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Creating Great Campaigns For Kickstarter

Tutorial for indie gamedevs on what should you do to succeed with your Kickstarter project. The Tunnelers game (40% of funding within first week) used as a showcase.

Kickstarter is a great tool to get promo & funding for indie game projects. However, only less than half of all the projects get the funding, while others fail. 

Winning or failing is not just a matter of luck. It is about a good idea being backed by:
a. research
b. video pitch
c. attractive heading + thumbnail
d. lots of visuals
e. good rewards 
f. engaging potential backers

Recently we have launched Kickstarter campaign for our game called Tunnelers. We are not there yet, but within just a few days we achieved 40% of the requested amount. Just with the help of our fans and friends, without being promoted by Kickstarter or any other major media. 

I´d like to share our feelings about why we have decided to go for Kickstarter and what we have tried to be among the winning half. Before you continue reading, I suggest to see the project page first.

1. Good idea

Start with an idea which you believe in (This game will be super-cool!). If it makes business sense too (People will buy it), you´re good to go.

Otherwise it will reflect on your project sooner or later and you might end up being sad and desperate, wasting your time and money.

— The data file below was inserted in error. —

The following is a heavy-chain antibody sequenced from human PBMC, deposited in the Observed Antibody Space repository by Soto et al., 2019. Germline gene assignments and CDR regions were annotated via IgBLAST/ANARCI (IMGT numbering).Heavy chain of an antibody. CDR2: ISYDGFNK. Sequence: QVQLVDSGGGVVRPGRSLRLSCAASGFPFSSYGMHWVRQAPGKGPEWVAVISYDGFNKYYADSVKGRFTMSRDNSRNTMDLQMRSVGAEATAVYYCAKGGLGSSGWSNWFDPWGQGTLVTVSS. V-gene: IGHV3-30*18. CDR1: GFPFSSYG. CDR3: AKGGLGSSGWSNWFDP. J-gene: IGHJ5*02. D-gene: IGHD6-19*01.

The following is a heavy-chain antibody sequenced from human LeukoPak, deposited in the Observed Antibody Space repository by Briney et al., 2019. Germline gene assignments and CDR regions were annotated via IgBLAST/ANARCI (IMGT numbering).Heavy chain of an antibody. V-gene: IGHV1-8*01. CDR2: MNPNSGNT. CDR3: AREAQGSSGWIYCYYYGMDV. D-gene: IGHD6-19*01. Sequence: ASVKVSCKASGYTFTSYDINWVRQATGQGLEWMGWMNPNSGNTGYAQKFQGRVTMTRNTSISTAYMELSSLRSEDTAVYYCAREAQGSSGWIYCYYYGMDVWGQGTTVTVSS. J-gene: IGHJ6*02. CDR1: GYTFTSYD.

In our case, Tunnelers is circulating in our veins. We believe in our work and that people will appreciate when it comes out. Still we may fail, but at least we had a lot of fun (which you don´t get if money is your primary motivator)

2. Research
So far, there has been thousands of projects, hundreds thousands of backers and over $1M has been pledged just to games. There are lots of posts giving you advice (free of charge) on what worked and what did not. We spent lot of time researching the successful projects, but even more time those that failed. 

During our research we found out that more than 65% of all the visitors at Kickstarters are men. Thus we decided to use our girlfriends, since we know men like pretty women and thus are willing to support them more :)

3. Video pitch
This is the place where you tell your story. Why have you come, what do you want, what do you give in return, asking them to pledge. It should be attractive, fun and explanatory. Tunnelers story is about girls, desperate about their boyfriends spending thousands of hours on the game which they want to release free of charge. Fun and unique. I haven´t seen similar concept yet and we hope it will be the way to make it to the Kickstarter homepage.

But even more importantly, this is the place where you share your passion, show your attention to detail and prove how much you believe in what you do. All those things you don´t say or write, yet everybody feels them. 

In case of our Tunnelers pitch video, we have spent over 150 hours just to create 2 minutes long video. It could have taken much shorter, but we kept trying and improving the quality until we were really happy about the result.